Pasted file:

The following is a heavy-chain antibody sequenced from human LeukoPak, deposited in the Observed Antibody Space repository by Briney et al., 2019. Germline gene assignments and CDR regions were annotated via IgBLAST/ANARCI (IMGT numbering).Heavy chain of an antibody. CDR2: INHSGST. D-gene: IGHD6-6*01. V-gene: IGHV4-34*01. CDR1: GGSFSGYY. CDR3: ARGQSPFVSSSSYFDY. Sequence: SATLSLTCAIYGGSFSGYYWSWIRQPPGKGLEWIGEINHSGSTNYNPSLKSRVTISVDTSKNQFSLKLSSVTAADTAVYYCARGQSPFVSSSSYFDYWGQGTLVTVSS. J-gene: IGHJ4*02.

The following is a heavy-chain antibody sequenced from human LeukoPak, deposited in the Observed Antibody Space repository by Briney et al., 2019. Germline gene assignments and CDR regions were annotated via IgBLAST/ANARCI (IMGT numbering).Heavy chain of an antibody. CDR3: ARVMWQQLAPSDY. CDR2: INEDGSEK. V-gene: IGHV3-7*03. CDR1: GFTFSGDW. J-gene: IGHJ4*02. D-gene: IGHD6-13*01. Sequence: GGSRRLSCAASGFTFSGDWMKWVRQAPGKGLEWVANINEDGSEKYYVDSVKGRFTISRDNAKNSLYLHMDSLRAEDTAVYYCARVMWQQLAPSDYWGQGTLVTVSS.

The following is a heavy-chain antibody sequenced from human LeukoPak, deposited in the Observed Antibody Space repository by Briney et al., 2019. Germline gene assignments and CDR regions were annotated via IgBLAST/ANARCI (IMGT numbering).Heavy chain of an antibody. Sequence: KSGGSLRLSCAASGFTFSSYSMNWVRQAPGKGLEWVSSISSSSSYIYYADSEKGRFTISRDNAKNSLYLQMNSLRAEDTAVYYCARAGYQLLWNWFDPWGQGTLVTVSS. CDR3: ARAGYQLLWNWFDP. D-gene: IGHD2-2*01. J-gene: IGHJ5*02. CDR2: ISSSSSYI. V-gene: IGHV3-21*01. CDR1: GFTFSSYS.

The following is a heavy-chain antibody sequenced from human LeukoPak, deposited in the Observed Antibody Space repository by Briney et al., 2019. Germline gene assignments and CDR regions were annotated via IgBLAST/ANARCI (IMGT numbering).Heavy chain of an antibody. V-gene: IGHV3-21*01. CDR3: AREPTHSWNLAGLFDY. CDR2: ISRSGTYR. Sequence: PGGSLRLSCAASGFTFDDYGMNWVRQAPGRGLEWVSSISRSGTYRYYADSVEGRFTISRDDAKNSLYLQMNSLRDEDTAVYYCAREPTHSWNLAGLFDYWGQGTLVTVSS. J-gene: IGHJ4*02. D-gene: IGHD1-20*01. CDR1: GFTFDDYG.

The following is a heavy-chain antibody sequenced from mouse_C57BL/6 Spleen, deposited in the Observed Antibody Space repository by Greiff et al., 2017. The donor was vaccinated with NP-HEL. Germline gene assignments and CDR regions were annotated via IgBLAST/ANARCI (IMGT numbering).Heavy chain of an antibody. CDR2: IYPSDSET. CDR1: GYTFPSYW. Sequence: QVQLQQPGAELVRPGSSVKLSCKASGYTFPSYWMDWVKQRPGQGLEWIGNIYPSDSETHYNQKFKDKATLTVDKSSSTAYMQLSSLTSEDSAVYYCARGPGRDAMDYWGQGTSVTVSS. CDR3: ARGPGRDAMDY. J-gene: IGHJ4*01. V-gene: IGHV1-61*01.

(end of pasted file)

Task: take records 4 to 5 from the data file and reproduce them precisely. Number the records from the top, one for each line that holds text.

The following is a heavy-chain antibody sequenced from human LeukoPak, deposited in the Observed Antibody Space repository by Briney et al., 2019. Germline gene assignments and CDR regions were annotated via IgBLAST/ANARCI (IMGT numbering).Heavy chain of an antibody. V-gene: IGHV3-21*01. CDR3: AREPTHSWNLAGLFDY. CDR2: ISRSGTYR. Sequence: PGGSLRLSCAASGFTFDDYGMNWVRQAPGRGLEWVSSISRSGTYRYYADSVEGRFTISRDDAKNSLYLQMNSLRDEDTAVYYCAREPTHSWNLAGLFDYWGQGTLVTVSS. J-gene: IGHJ4*02. D-gene: IGHD1-20*01. CDR1: GFTFDDYG.

The following is a heavy-chain antibody sequenced from mouse_C57BL/6 Spleen, deposited in the Observed Antibody Space repository by Greiff et al., 2017. The donor was vaccinated with NP-HEL. Germline gene assignments and CDR regions were annotated via IgBLAST/ANARCI (IMGT numbering).Heavy chain of an antibody. CDR2: IYPSDSET. CDR1: GYTFPSYW. Sequence: QVQLQQPGAELVRPGSSVKLSCKASGYTFPSYWMDWVKQRPGQGLEWIGNIYPSDSETHYNQKFKDKATLTVDKSSSTAYMQLSSLTSEDSAVYYCARGPGRDAMDYWGQGTSVTVSS. CDR3: ARGPGRDAMDY. J-gene: IGHJ4*01. V-gene: IGHV1-61*01.